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Raid nabs alleged western Massachusetts drug lord

  • CITY OF HOLYOKE<br/>This building at 556 South Bridge St. in Holyoke is the alleged headquarters of the La Familia street gang's heroin operation.
  • DAN CROWLEY<br/>A display of cash and guns taken in connection with the heroin bust in Holyoke.
  • Francisco Diaz<br/>COURTESY OF MASSLIVE.COM/HOLYOKE POLICE DEPARTMENT

Five others connected to a heroin distribution ring also were rounded up in coordinated arrests in Springfield and Chicopee, an operation law enforcement officials called 60 Minutes.

“There is a significant drug problem in western Massachusetts,” Holyoke Police Chief James M. Neiswanger said during a press conference Friday afternoon at the city’s police headquarters. “When you take off the head of the snake, I think you’ve put a pretty good dent in the operation.”

The 11 men indicted Friday in U.S. District Count, including 10 from Holyoke, were charged with distributing and possessing with intent to distribute heroin or cocaine after local police and federal agents raided an apartment building in South Holyoke.

The men are Francisco Diaz, 34, also known as Franco, who authorities say is the leader of La Familia in Holyoke; Kelly Arzate, 29; Antonio Caraballo, 35; Luzander Montoy, 29; Miguel Medina, 30; William Rodriguez, 28; Pedro Colon, 31; Reynaldo Figueroa, 27; Miguel Alcazar, 23; Edison Lajara, 25; and Charlie Santiago, 32, of Springfield. Figueroa and Colon also were indicted on a charges of unlawful firearm possession.

“These drug dealers, or thugs, make the streets of our city unsafe,” Neiswanger said. “They really are a cancer to our society that should be cut out and sent to prison for a very, very long time.”

Authorities said the raid at 556 South Bridge St. came after a long-term and sophisticated law enforcement investigation into heroin and cocaine trafficking in Holyoke and surrounding communities by members of the competing La Familia and Latin Kings streets gangs.

The indictments allege each of the defendants, all of whom have criminal histories with drugs and firearms, distributed heroin or cocaine in Holyoke during the past eight months. If convicted, each faces from 10 to 30 years to life in prison, according to U.S. Attorney Carmen Ortiz’s office.

Neiswanger said the South Holyoke area has been plagued by drug problems for years, particularly at 556 South Bridge St., where police have made many drug-related arrests over the years. The four-story, eight-unit tenement building has been a magnet for criminal activity and police records show people have come from well beyond Holyoke’s borders to obtain drugs at that building.

The property has been owned by Lucjan and Xiaoping Hronowski under Windsor Realty LLC in Bedford since 2002, according to property records. The owners could not reached for comment Friday.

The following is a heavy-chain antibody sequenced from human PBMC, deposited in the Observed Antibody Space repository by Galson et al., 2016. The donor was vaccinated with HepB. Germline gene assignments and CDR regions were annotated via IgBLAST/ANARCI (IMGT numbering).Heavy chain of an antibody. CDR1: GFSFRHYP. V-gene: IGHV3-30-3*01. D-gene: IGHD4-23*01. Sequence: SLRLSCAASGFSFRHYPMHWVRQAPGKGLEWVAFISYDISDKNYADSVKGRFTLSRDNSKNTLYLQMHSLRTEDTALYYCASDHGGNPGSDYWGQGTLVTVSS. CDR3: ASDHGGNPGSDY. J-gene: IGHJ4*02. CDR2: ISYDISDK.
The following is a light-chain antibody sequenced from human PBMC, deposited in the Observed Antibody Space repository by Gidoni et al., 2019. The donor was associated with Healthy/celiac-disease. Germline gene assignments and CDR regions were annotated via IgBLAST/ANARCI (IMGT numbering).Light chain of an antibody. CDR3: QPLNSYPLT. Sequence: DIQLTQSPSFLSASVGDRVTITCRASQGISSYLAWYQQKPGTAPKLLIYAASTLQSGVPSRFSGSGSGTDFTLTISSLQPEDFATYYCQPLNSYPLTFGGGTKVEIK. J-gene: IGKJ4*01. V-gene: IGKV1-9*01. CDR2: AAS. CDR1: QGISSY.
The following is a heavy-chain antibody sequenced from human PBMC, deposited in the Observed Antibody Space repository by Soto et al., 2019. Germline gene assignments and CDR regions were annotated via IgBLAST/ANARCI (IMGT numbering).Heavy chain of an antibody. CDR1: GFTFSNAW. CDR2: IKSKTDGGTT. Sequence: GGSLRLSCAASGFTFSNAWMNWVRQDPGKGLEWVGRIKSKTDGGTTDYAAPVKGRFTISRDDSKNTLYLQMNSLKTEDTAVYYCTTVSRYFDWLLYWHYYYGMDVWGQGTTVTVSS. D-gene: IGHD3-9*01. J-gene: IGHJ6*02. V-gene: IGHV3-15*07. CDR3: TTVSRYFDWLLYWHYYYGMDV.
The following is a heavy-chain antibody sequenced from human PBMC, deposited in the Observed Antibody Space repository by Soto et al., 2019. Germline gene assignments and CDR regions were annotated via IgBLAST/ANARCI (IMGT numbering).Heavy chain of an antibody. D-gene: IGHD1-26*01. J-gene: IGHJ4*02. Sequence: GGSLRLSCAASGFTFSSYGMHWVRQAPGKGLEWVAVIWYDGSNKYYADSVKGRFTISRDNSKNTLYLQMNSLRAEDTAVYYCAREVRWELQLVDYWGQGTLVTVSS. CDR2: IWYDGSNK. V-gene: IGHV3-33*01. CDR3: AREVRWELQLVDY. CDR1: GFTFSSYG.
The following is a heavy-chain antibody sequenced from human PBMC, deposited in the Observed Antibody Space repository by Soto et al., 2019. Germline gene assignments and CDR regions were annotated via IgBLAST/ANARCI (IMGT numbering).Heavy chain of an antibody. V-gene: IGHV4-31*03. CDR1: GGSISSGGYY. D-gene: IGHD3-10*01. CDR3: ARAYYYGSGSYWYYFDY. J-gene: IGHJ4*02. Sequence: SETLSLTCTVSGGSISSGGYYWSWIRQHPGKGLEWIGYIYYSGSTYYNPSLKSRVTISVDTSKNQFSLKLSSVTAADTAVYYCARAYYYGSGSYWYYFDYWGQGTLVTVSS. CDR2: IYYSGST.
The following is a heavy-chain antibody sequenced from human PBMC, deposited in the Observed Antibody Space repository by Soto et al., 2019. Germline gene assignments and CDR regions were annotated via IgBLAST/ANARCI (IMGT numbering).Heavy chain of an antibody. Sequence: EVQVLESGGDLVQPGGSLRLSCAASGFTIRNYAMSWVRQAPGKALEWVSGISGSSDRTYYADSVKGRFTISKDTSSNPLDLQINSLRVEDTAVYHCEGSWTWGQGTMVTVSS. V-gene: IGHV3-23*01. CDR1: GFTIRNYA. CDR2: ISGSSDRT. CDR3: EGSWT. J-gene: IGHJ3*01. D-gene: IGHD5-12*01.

Raid’s yield

The raid and arrests Friday netted approximately $38,000 in cash, several handguns, a submachine gun and an unspecified amount of illegal drugs. It involved the Western Massachusetts Gang Task Force, which includes members from the FBI, the Holyoke Police Department, the Massachusetts State Police, Springfield Police Department, Hampden County Sheriff’s Office and other local police departments.

The targeted raid and arrests also involved members of the federal Drug Enforcement Administration, the Bureau of Alcohol, Tobacco, Firearms and Explosives and U.S. Marshal Service.

“It required the help of all these agencies to get this done,” said Neiswanger, who was surrounded by law enforcement officials from more than a half dozen state and federal agencies. “A lot of this takes a great many man-hours and resources.”

According to a detention affidavit by FBI agent Mark S. Karangekis, all those arrested Friday are alleged to be leaders, members or associates of La Familia, an organized gang whose membership is primarily made up of individuals of Puerto Rican descent. Current leadership and senior members remain heavily involved in drug distribution, supplying lower-ranking La Familia members and associates with drugs, including heroin, according to the affidavit.

“Unfortunately, the drug trade goes on,” Neiswanger said. “The reality is, I want to seize the territory down there (South Bridge Street area) and hold onto it.”

The Holyoke Police Narcotics Unit targeted several drug distribution points, including the South Bridge Street building, using a wide-range of investigative techniques, including controlled drug buys. Those buys moved through a chain of low-level heroin dealers to mid-level dealers, to an inner leadership circle and eventually to Francisco Diaz himself, according to the affidavit.

During one encounter with Diaz, a confidential source reported that the gang leader “boasted ... about running the heroin distribution operation, setting prices and determining which members and associates of La Familia would be involved,” the affidavit states.

Speaking Friday at Holyoke police headquarters, Karangekis said one of the primary objectives in what remains an ongoing investigation is to disrupt and dismantle criminal enterprises involving drug and firearms trafficking in western Massachusetts. To those continuing to operate in the area’s illegal drug trade, he cautioned, “We’ll be knocking on your door one early morning.”

Dan Crowley can be reached at dcrowley@gazettenet.com.

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